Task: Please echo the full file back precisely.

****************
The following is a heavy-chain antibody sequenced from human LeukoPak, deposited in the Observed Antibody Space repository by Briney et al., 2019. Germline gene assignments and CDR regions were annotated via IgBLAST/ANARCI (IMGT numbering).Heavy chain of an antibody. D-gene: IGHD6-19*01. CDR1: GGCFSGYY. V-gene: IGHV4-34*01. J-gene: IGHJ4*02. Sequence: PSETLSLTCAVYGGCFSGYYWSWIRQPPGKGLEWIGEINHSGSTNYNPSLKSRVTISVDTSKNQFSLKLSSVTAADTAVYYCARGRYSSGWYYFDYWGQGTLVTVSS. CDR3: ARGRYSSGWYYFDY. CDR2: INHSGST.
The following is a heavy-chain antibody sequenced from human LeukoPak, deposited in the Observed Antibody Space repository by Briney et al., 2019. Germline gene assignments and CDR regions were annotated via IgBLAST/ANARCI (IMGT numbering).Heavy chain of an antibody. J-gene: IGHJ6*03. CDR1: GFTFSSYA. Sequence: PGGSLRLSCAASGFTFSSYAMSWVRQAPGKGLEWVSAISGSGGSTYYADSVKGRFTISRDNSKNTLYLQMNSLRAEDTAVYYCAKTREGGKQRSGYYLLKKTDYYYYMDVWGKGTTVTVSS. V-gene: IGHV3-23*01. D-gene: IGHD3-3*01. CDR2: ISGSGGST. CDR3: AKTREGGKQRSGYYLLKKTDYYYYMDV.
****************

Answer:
The following is a heavy-chain antibody sequenced from human LeukoPak, deposited in the Observed Antibody Space repository by Briney et al., 2019. Germline gene assignments and CDR regions were annotated via IgBLAST/ANARCI (IMGT numbering).Heavy chain of an antibody. D-gene: IGHD6-19*01. CDR1: GGCFSGYY. V-gene: IGHV4-34*01. J-gene: IGHJ4*02. Sequence: PSETLSLTCAVYGGCFSGYYWSWIRQPPGKGLEWIGEINHSGSTNYNPSLKSRVTISVDTSKNQFSLKLSSVTAADTAVYYCARGRYSSGWYYFDYWGQGTLVTVSS. CDR3: ARGRYSSGWYYFDY. CDR2: INHSGST.
The following is a heavy-chain antibody sequenced from human LeukoPak, deposited in the Observed Antibody Space repository by Briney et al., 2019. Germline gene assignments and CDR regions were annotated via IgBLAST/ANARCI (IMGT numbering).Heavy chain of an antibody. J-gene: IGHJ6*03. CDR1: GFTFSSYA. Sequence: PGGSLRLSCAASGFTFSSYAMSWVRQAPGKGLEWVSAISGSGGSTYYADSVKGRFTISRDNSKNTLYLQMNSLRAEDTAVYYCAKTREGGKQRSGYYLLKKTDYYYYMDVWGKGTTVTVSS. V-gene: IGHV3-23*01. D-gene: IGHD3-3*01. CDR2: ISGSGGST. CDR3: AKTREGGKQRSGYYLLKKTDYYYYMDV.